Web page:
Samsung boss arrest, US-Russia awkwardness, NASA diaper prize

Good morning, Quartz readers!

What to watch for today and over the weekend

Hollywood renegotiates its deal with China. For the first time in five years, US studios will have a chance to seek a higher percentage of box office revenues. Hollywood is betting that China will soon surpass the United States.

SpaceX launches a Falcon 9 rocket on Saturday. The mission taking off from the Kennedy Space Center in Florida will carry a Dragon supply ship to the International Space Station. The launch is scheduled for 10:01 am EST, weather permitting.

Mike Pence talks to NATO. Amid growing uncertainty about the transatlantic alliance, the US vice president will talk “about how to deepen and strengthen” NATO at the Munich Security Conference. German chancellor Angela Merkel will give an address defending international cooperation.

While you were sleeping

South Korea issued an arrest warrant for Samsung’s boss. A Seoul court approved prosecutors’ requests to detain vice chairman and heir apparent Lee Jae-yong for his role in a presidential bribery scandal. Prosecutors, whose earlier warrant request was denied will have 20 days to indict Lee.

Snap cut the valuation on its IPO. The company behind Snapchat lowered expectations, saying it will be worth $19.5-22.3 billion, well below what analysts were forecasting. Investors have expressed concerns over its untested business model, decelerating growth, and decision to give shareholders no voting rights.

Rex Tillerson and Sergei Lavrov had an awkward encounter. The US secretary of state and his Russian counterpart met at a G20 meeting in Bonn. Reporters were hastily ushered out of the room when Lavrov answered a question about the resignation of Trump advisor Michael Flynn. Tillerson said that any detente would be conditional on Russia adhering to a peace accord in Ukraine.

Trump picked a new labor secretary nominee. Alexander Acosta, who would be the only Hispanic in the cabinet if confirmed, is a Florida law school dean and former assistant attorney general for civil rights. Previous nominee Andrew Puzder removed himself from consideration in the wake of domestic violence allegations.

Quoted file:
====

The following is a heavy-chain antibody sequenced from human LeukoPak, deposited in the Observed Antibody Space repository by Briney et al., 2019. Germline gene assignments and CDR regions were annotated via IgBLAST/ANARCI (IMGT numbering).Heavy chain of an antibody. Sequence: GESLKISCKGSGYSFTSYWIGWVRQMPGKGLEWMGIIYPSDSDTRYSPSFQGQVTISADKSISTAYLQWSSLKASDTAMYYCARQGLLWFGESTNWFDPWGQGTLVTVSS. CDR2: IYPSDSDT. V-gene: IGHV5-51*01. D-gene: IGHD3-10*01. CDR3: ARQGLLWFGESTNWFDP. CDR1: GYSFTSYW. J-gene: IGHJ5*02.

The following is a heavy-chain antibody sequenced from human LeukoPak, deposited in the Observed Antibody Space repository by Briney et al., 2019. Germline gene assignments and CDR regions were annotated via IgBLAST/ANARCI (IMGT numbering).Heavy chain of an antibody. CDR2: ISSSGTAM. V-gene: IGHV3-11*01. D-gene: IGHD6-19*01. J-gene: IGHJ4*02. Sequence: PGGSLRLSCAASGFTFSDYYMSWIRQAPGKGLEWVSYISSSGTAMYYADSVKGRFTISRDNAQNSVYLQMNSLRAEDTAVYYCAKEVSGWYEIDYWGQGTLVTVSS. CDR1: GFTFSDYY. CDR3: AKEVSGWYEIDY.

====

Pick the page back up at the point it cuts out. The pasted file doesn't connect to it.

ISIS conducted bloody attacks in Iraq and Pakistan. The Islamic State said it was responsibile for a car bomb explosion in Baghdad that killed at least 51 people and wounded 55, the deadliest terror attack in the country this year. It also claimed a suicide bombing at a religious shrine in Pakistan, which killed at least 70 people and wounded more than 250.

Quartz obsession interlude

Alison Griswold on Facebook’s vast ambitions for job ads. “Facebook’s users include LinkedIn’s ‘thought leaders’ and white-collar professionals, but they’re also people seeking hourly positions, part-time work, and other opportunities that they’d probably find on sites like Monster, Indeed, or Craigslist long before LinkedIn.” Read more here.

Quartz markets haiku

Confidence is high
Our household debt is higher
It’s all very weird.

Matters of debate

The chaos of the industrial revolution is about to return. The rise of automation and political uncertainty could send the global economy into chaos.

The myth of the alpha male is destroying relationships. Respect and self-esteem are eroded by unequal partnerships at work and home.

AI’s most important advantage over humans is confidence. By sparring with AlphaGo, researchers are learning how an algorithm thinks.

Surprising discoveries

NASA just awarded cash prizes in its “Space Poop Challenge.” The winner created a way for astronauts to change their diapers in a spacesuit.

The Bank of England is sticking with new banknotes made with of animal fat. A redesign to satisfy vegetarians was deemed too costly.

Wine for cats is making a splash. Nonalcoholic bottles with added catnip are the latest craze in humanizing animals.

A pizza mogul covered the rent for a US civil rights icon. The recently departed Little Caesars boss paid for Rosa Parks’ Detroit apartment for 11 years.

Your face is probably more primitive than a Neanderthal’s. Modern humans have changed very little over the last half million years.

Our best wishes for a productive day. Please send any news, comments, space diapers, and fatty bank notes to You can follow us on Twitter for updates throughout the day or download our apps for iPhone and Android.